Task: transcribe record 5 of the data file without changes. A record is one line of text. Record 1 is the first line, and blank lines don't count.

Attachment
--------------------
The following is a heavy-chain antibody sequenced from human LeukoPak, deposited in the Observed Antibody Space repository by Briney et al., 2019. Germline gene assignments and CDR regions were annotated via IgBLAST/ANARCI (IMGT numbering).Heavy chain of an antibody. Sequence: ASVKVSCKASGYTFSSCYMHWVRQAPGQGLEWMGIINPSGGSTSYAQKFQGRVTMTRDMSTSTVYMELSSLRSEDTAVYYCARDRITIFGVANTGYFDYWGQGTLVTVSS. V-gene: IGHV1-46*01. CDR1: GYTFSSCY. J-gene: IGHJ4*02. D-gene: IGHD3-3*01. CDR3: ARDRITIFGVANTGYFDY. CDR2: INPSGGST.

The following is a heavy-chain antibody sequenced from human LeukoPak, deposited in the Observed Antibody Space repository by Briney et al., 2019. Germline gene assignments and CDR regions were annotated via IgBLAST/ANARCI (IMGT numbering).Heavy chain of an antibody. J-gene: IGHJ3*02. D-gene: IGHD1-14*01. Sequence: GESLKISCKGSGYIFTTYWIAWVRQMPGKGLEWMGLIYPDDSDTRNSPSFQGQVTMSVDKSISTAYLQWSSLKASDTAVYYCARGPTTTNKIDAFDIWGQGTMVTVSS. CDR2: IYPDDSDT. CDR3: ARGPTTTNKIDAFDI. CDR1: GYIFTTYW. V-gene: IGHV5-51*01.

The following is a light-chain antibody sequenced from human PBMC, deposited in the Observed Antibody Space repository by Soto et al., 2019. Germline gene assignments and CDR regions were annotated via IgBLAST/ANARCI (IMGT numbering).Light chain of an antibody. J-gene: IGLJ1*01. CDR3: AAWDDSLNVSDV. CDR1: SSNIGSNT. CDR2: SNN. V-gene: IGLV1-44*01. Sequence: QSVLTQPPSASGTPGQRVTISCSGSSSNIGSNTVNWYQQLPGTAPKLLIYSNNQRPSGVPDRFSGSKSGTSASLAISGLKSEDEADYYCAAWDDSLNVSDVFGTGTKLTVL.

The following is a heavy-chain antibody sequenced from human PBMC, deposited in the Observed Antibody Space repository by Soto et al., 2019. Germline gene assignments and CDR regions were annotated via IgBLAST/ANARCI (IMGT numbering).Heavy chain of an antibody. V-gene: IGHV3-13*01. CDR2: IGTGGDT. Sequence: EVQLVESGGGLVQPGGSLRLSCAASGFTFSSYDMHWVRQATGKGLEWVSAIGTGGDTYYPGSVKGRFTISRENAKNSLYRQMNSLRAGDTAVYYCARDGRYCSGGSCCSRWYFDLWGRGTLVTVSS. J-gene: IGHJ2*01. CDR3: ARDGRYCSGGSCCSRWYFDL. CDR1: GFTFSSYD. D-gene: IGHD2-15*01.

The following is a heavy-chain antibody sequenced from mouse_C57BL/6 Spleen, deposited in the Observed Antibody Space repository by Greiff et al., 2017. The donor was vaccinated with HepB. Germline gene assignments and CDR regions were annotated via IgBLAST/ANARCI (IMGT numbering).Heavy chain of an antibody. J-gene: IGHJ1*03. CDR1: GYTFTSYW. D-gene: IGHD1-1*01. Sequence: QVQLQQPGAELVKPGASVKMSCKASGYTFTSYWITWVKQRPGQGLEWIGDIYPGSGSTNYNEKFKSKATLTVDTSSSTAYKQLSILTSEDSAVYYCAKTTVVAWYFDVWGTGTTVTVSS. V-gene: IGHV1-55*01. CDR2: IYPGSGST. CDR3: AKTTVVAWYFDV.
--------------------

The following is a heavy-chain antibody sequenced from mouse_C57BL/6 Spleen, deposited in the Observed Antibody Space repository by Greiff et al., 2017. The donor was vaccinated with HepB. Germline gene assignments and CDR regions were annotated via IgBLAST/ANARCI (IMGT numbering).Heavy chain of an antibody. J-gene: IGHJ1*03. CDR1: GYTFTSYW. D-gene: IGHD1-1*01. Sequence: QVQLQQPGAELVKPGASVKMSCKASGYTFTSYWITWVKQRPGQGLEWIGDIYPGSGSTNYNEKFKSKATLTVDTSSSTAYKQLSILTSEDSAVYYCAKTTVVAWYFDVWGTGTTVTVSS. V-gene: IGHV1-55*01. CDR2: IYPGSGST. CDR3: AKTTVVAWYFDV.